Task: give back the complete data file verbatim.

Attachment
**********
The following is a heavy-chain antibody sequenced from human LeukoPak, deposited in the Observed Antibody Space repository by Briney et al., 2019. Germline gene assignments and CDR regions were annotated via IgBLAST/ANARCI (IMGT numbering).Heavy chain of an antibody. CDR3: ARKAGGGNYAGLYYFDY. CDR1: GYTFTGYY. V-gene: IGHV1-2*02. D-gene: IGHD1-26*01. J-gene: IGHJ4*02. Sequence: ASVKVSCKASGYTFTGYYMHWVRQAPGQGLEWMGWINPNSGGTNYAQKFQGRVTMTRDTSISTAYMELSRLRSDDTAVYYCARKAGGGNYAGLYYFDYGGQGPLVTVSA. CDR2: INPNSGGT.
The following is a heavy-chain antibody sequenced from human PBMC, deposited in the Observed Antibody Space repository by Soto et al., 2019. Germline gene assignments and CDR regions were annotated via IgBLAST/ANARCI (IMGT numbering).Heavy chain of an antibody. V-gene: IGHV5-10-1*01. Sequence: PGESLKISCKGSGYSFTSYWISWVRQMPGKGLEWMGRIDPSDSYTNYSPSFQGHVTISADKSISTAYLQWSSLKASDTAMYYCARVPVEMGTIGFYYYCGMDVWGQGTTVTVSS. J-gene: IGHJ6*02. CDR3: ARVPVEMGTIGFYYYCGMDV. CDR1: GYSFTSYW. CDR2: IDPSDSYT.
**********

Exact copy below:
The following is a heavy-chain antibody sequenced from human LeukoPak, deposited in the Observed Antibody Space repository by Briney et al., 2019. Germline gene assignments and CDR regions were annotated via IgBLAST/ANARCI (IMGT numbering).Heavy chain of an antibody. CDR3: ARKAGGGNYAGLYYFDY. CDR1: GYTFTGYY. V-gene: IGHV1-2*02. D-gene: IGHD1-26*01. J-gene: IGHJ4*02. Sequence: ASVKVSCKASGYTFTGYYMHWVRQAPGQGLEWMGWINPNSGGTNYAQKFQGRVTMTRDTSISTAYMELSRLRSDDTAVYYCARKAGGGNYAGLYYFDYGGQGPLVTVSA. CDR2: INPNSGGT.
The following is a heavy-chain antibody sequenced from human PBMC, deposited in the Observed Antibody Space repository by Soto et al., 2019. Germline gene assignments and CDR regions were annotated via IgBLAST/ANARCI (IMGT numbering).Heavy chain of an antibody. V-gene: IGHV5-10-1*01. Sequence: PGESLKISCKGSGYSFTSYWISWVRQMPGKGLEWMGRIDPSDSYTNYSPSFQGHVTISADKSISTAYLQWSSLKASDTAMYYCARVPVEMGTIGFYYYCGMDVWGQGTTVTVSS. J-gene: IGHJ6*02. CDR3: ARVPVEMGTIGFYYYCGMDV. CDR1: GYSFTSYW. CDR2: IDPSDSYT.